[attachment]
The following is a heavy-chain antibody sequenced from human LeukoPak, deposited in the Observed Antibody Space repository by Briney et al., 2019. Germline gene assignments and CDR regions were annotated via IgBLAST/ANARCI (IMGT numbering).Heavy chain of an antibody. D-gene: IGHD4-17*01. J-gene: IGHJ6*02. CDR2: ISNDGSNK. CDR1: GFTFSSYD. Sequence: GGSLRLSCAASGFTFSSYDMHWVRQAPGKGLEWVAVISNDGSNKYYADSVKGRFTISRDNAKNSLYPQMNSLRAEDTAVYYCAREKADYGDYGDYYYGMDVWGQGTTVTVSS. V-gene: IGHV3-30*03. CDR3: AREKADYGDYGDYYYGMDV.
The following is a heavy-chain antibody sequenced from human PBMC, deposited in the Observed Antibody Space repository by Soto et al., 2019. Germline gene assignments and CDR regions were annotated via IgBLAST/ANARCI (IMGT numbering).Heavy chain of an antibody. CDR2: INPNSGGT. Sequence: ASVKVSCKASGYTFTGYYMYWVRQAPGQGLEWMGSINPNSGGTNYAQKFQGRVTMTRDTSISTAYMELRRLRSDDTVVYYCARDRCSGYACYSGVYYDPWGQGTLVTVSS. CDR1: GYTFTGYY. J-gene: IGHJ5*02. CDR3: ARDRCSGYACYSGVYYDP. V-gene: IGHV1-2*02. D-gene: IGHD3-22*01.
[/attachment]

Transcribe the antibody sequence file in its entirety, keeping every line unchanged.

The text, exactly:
The following is a heavy-chain antibody sequenced from human LeukoPak, deposited in the Observed Antibody Space repository by Briney et al., 2019. Germline gene assignments and CDR regions were annotated via IgBLAST/ANARCI (IMGT numbering).Heavy chain of an antibody. D-gene: IGHD4-17*01. J-gene: IGHJ6*02. CDR2: ISNDGSNK. CDR1: GFTFSSYD. Sequence: GGSLRLSCAASGFTFSSYDMHWVRQAPGKGLEWVAVISNDGSNKYYADSVKGRFTISRDNAKNSLYPQMNSLRAEDTAVYYCAREKADYGDYGDYYYGMDVWGQGTTVTVSS. V-gene: IGHV3-30*03. CDR3: AREKADYGDYGDYYYGMDV.
The following is a heavy-chain antibody sequenced from human PBMC, deposited in the Observed Antibody Space repository by Soto et al., 2019. Germline gene assignments and CDR regions were annotated via IgBLAST/ANARCI (IMGT numbering).Heavy chain of an antibody. CDR2: INPNSGGT. Sequence: ASVKVSCKASGYTFTGYYMYWVRQAPGQGLEWMGSINPNSGGTNYAQKFQGRVTMTRDTSISTAYMELRRLRSDDTVVYYCARDRCSGYACYSGVYYDPWGQGTLVTVSS. CDR1: GYTFTGYY. J-gene: IGHJ5*02. CDR3: ARDRCSGYACYSGVYYDP. V-gene: IGHV1-2*02. D-gene: IGHD3-22*01.